The oft-heard expression that two brains are better than one seems logical, yet it's discouraged in most of medicine: Insurance companies discourage assistants in surgery, consultations amongst peers, and collaborations between providers of similar skills. This, despite the fact that two brains dramatically increase the quality of care in so many cases [1,2].
Recently, a patient complained of calf pain without clear trauma. In the 7th decade of life, blood clots are worrisome, and this possible diagnosis can jump to mind, especially in this particular case because the patient had an underlying blood disorder. Late Friday afternoon, after he'd experienced several hours of discomfort, I began to organize an ER visit for him, to obtain an ultrasound test that would confirm the diagnosis. Before doing so, I discussed his case with my nurse practitioner of 23 years. She suggested a little quinine and waiting a few more hours, suspecting that this highly athletic patient was probably under-reporting his activities that day.
Sure enough the simple trick worked and the patient was saved an unnecessary trip to the ER.
We have seen this in every day surgical cases. Typically routine or common procedures are approached with a greater insight if two people know the patient, are thinking about the related issues, and are together always conceiving of new and better ways to solve these problems. It takes years of experience and working together to be able to push each other clinically, surgically, technically and creatively. Now instead of everything be routine, nothing is because each case represents a new opportunity to improve the art and science of medicine.
Even in diagnostic studies there is so much room for the improvement that two brains provide. In our practice, every MRI is read by me, the orthopaedic surgeon, by the supervising world-class musculoskeletal radiologist, and by the radiology Fellows in training. We share an annotated grid of the images each day and discuss the interesting cases, or the differences in diagnostic interpretations. It doesn't matter that the radiologist is in LA and our clinic is in San Francisco. The technology for global collaboration of all matters is at the click of the mouse. I get better with every discussion. My patients benefit with every collaboration.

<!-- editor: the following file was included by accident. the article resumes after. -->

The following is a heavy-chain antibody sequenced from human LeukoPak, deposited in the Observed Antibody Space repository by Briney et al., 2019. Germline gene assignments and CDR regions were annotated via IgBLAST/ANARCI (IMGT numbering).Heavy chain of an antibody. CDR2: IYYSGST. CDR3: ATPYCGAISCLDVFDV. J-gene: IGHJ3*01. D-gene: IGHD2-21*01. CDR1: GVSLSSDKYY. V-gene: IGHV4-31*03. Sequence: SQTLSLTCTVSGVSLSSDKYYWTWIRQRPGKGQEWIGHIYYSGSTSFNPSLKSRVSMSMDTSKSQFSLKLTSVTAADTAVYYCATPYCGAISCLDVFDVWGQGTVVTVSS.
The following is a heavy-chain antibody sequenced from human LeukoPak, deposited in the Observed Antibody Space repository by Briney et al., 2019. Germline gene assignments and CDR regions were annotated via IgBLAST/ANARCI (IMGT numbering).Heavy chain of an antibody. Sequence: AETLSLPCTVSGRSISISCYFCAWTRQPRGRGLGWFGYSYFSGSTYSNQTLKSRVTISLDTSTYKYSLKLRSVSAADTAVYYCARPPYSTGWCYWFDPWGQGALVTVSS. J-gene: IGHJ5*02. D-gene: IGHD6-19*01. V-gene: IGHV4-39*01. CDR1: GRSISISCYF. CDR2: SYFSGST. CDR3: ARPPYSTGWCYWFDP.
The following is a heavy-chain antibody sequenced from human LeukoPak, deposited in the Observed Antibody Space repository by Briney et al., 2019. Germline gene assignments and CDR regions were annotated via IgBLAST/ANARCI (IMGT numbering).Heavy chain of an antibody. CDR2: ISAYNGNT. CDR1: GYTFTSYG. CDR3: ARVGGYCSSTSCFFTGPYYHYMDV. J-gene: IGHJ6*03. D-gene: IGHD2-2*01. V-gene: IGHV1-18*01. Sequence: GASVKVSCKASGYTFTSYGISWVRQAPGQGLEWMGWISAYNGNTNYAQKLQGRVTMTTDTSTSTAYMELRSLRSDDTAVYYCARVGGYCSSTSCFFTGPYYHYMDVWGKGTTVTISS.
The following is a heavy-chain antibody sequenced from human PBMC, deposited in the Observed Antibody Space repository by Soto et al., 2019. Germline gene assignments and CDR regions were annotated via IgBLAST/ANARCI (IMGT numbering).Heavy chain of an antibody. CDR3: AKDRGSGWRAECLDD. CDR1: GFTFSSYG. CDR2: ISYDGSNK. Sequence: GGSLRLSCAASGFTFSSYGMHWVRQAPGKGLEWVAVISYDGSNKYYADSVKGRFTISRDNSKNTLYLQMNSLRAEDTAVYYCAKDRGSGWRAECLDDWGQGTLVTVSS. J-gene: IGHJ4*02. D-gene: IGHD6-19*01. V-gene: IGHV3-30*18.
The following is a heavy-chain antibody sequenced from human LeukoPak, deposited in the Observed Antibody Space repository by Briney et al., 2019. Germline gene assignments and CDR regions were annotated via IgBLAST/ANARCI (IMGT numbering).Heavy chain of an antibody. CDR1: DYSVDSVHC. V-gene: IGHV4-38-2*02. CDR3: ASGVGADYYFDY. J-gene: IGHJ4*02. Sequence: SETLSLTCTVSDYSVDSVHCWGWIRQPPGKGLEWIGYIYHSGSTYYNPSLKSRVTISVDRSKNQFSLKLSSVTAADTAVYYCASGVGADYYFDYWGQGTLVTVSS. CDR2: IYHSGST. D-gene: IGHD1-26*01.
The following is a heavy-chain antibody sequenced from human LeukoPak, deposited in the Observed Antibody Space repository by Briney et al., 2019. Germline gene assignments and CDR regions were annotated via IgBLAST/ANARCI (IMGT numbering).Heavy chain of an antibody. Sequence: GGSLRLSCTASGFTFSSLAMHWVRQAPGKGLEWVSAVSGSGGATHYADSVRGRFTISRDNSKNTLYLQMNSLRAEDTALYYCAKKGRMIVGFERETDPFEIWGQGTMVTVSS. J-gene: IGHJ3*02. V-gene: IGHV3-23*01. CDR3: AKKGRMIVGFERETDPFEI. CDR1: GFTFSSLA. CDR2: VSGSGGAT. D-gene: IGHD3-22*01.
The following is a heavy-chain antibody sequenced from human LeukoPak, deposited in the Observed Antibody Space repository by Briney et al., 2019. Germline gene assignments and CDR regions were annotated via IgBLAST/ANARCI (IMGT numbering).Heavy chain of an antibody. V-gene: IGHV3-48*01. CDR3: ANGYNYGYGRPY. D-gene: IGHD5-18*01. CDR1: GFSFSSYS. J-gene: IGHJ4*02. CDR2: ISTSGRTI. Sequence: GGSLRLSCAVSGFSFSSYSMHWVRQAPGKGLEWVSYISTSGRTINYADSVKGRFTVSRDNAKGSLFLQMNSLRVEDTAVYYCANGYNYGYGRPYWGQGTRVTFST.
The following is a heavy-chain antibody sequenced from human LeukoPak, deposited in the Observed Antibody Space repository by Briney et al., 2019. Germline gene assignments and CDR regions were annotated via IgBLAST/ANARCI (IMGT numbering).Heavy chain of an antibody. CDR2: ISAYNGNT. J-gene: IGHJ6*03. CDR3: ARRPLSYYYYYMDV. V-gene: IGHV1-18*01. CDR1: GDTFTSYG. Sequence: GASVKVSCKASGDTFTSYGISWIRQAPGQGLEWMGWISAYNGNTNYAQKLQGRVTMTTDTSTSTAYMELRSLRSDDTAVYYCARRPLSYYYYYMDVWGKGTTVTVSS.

Since I believe that most of what we know will be viewed as wrong in the near future, and since almost everything I touch, every tool I use, each procedure I do I can make better, I require the interplay of brain power that two or more driven curious people bring to the table. In medicine, if we empower, fund, incent, encourage, facilitate and foster collaboration of every problem, with every patient, the world will be a healthier place.
1. Dhillon, M. (2014, October). Infectious Diseases Consultation Increases Adherence with Quality of Care Indicators for Management of Staphylococcus aureus Bacteremia. In IDWeek 2014. Idsa.
2. Consultation between cardiologists and generalists in the management of acute myocardial infarction: implications for quality of care